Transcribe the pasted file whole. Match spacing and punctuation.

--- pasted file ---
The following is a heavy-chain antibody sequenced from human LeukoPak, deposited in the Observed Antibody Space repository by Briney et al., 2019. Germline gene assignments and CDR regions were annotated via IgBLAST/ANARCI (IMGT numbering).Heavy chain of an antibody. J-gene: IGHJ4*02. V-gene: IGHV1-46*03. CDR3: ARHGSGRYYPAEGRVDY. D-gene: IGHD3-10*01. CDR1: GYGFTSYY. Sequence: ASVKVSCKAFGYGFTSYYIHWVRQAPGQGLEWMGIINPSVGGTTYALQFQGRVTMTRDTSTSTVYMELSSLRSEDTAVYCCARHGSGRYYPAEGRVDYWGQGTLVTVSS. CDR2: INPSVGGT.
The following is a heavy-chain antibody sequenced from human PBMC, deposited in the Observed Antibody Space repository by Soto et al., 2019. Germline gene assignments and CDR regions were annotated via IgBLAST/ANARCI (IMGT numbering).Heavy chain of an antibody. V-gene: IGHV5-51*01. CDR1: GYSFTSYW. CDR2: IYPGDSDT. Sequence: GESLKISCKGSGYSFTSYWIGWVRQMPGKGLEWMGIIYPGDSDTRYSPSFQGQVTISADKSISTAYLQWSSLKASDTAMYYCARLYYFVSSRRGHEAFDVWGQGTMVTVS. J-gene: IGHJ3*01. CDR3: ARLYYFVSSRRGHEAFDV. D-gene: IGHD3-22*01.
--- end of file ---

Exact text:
The following is a heavy-chain antibody sequenced from human LeukoPak, deposited in the Observed Antibody Space repository by Briney et al., 2019. Germline gene assignments and CDR regions were annotated via IgBLAST/ANARCI (IMGT numbering).Heavy chain of an antibody. J-gene: IGHJ4*02. V-gene: IGHV1-46*03. CDR3: ARHGSGRYYPAEGRVDY. D-gene: IGHD3-10*01. CDR1: GYGFTSYY. Sequence: ASVKVSCKAFGYGFTSYYIHWVRQAPGQGLEWMGIINPSVGGTTYALQFQGRVTMTRDTSTSTVYMELSSLRSEDTAVYCCARHGSGRYYPAEGRVDYWGQGTLVTVSS. CDR2: INPSVGGT.
The following is a heavy-chain antibody sequenced from human PBMC, deposited in the Observed Antibody Space repository by Soto et al., 2019. Germline gene assignments and CDR regions were annotated via IgBLAST/ANARCI (IMGT numbering).Heavy chain of an antibody. V-gene: IGHV5-51*01. CDR1: GYSFTSYW. CDR2: IYPGDSDT. Sequence: GESLKISCKGSGYSFTSYWIGWVRQMPGKGLEWMGIIYPGDSDTRYSPSFQGQVTISADKSISTAYLQWSSLKASDTAMYYCARLYYFVSSRRGHEAFDVWGQGTMVTVS. J-gene: IGHJ3*01. CDR3: ARLYYFVSSRRGHEAFDV. D-gene: IGHD3-22*01.